Last night, the State Senate voted 53-8 to expel Senator Hiram Monserrate. The Queens Democrat's status was in question after being convicted of misdemeanor assault of his girlfriend, whom he accused of slashing in the face with a broken glass. However, he will appeal to the decision, questioning the legality of the move, "This is a much bigger issue than Hiram Monserrate. It's about due process and the law. And ultimately, the power of the voters to decide."

One of Monserrate's lawyers, Norman Siegel, tells the Times a temporary restraining order to have him reinstated would be filed today. Siegel also said, "This case raises substantial questions concerning what a constitutional democracy is all about... The New York State Senate does not have the constitutional and legal authority to expel Senator Monserrate, and even if they did, their actions have not been consistent with due process of law." Last month, a Senate panel had recommended that Monserrate be fired or expelled.

The Senate's Democratic conference convened for five hours; the Times Union says, "Sen. Ruben Diaz, one of Monserrate's staunchest supporters, spoke passionately on the floor, charging that the Senate's action was payback for Monserrate's role in the June [2009] Senate coup." Diaz voted against the expulsion, as did Democrats Pedro Espada, Martin Dilan, Carl Kruger, John Sampson (the Senate conference leader), Eric Adams, Kevin Parker and, yes, Monserrate himself. Senator Eric Schneiderman (D-Manhattan), who voted for the expulsion, told the Times, "Nobody was happy about this. But most senators on both sides of the aisle felt that we had to do something. The days of sweeping things under the rug are over."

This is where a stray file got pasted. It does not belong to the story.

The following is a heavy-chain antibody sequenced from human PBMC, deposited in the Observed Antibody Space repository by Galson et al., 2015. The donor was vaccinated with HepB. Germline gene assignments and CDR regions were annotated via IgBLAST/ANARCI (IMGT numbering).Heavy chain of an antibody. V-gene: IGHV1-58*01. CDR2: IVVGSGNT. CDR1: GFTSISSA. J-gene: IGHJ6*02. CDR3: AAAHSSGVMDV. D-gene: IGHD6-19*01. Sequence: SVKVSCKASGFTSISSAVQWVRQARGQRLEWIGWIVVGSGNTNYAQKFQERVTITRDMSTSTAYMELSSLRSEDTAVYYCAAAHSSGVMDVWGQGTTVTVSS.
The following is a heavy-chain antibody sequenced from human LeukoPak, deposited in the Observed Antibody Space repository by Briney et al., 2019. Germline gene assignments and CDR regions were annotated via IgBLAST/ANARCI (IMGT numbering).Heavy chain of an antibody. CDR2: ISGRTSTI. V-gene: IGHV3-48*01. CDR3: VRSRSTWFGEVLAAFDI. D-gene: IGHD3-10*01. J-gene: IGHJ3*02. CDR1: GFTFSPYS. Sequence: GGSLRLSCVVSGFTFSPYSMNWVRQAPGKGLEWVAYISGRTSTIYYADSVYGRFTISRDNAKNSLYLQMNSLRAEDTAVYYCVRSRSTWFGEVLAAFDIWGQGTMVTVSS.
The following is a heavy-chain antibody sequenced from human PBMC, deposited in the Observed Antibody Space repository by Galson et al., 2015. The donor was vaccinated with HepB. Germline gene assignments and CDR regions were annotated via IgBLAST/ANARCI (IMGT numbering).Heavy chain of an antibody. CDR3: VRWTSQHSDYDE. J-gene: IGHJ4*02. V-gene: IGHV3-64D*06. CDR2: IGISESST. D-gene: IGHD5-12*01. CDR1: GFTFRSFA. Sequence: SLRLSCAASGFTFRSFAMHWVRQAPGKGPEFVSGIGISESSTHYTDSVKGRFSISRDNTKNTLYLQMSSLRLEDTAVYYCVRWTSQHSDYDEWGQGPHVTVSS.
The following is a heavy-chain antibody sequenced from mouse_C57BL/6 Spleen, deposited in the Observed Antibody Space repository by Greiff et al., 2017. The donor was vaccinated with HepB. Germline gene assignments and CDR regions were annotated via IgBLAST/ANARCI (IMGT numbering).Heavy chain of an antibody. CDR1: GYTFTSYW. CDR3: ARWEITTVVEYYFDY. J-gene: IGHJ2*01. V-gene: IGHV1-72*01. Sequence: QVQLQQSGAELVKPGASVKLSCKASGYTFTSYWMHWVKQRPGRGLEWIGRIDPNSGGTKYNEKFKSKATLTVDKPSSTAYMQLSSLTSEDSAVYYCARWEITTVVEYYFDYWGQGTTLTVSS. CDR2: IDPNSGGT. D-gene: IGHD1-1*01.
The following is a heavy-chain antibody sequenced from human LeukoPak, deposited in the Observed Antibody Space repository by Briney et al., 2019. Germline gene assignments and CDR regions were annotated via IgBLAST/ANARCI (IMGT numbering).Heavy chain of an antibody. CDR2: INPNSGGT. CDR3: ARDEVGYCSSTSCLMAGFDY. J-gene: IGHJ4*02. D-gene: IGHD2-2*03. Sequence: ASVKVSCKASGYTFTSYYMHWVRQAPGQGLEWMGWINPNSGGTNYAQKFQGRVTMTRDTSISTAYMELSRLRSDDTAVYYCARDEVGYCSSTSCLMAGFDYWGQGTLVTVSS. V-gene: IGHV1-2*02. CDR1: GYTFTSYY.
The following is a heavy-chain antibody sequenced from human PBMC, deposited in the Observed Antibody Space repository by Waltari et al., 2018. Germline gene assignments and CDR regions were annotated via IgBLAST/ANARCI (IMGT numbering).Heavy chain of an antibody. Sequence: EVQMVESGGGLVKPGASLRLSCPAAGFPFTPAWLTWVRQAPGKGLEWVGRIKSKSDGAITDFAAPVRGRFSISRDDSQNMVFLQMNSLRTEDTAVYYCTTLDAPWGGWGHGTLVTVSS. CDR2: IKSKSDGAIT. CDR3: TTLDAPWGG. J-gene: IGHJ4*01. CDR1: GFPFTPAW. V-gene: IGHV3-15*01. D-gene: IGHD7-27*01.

The Times Union has text of Monserrate's speech to his colleagues, but notes that it doesn't include this spoken line: "I think it’s the height of arrogance for someone who has never pulled a lever in my community — never saw the narcotics sales on Roosevelt Avenue, never saw the lack of services that my community receives — to think that today they have more power than the constituent voters that sent me here to represent them.”

Governor Paterson announced a special election for the Monserrate's district (District 13) on March 16, "This Special Election will ensure that all New Yorkers are represented in the New York State Senate. I urge all eligible voters to go to the polls on March 16 to select their next State Senator." Notably, if Monserrate is expelled, the Democrats will have 31 seats while the Republicans will have 30—a 32-vote majority is needed to pass anything.